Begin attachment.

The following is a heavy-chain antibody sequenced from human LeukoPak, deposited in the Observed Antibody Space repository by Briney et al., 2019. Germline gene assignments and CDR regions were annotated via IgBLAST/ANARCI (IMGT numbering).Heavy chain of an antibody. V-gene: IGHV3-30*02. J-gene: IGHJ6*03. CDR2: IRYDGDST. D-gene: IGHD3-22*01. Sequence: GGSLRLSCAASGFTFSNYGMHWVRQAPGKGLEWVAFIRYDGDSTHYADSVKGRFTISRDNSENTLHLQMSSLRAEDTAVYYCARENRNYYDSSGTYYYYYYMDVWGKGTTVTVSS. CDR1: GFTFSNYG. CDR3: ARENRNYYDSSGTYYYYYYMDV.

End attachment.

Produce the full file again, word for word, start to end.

The following is a heavy-chain antibody sequenced from human LeukoPak, deposited in the Observed Antibody Space repository by Briney et al., 2019. Germline gene assignments and CDR regions were annotated via IgBLAST/ANARCI (IMGT numbering).Heavy chain of an antibody. V-gene: IGHV3-30*02. J-gene: IGHJ6*03. CDR2: IRYDGDST. D-gene: IGHD3-22*01. Sequence: GGSLRLSCAASGFTFSNYGMHWVRQAPGKGLEWVAFIRYDGDSTHYADSVKGRFTISRDNSENTLHLQMSSLRAEDTAVYYCARENRNYYDSSGTYYYYYYMDVWGKGTTVTVSS. CDR1: GFTFSNYG. CDR3: ARENRNYYDSSGTYYYYYYMDV.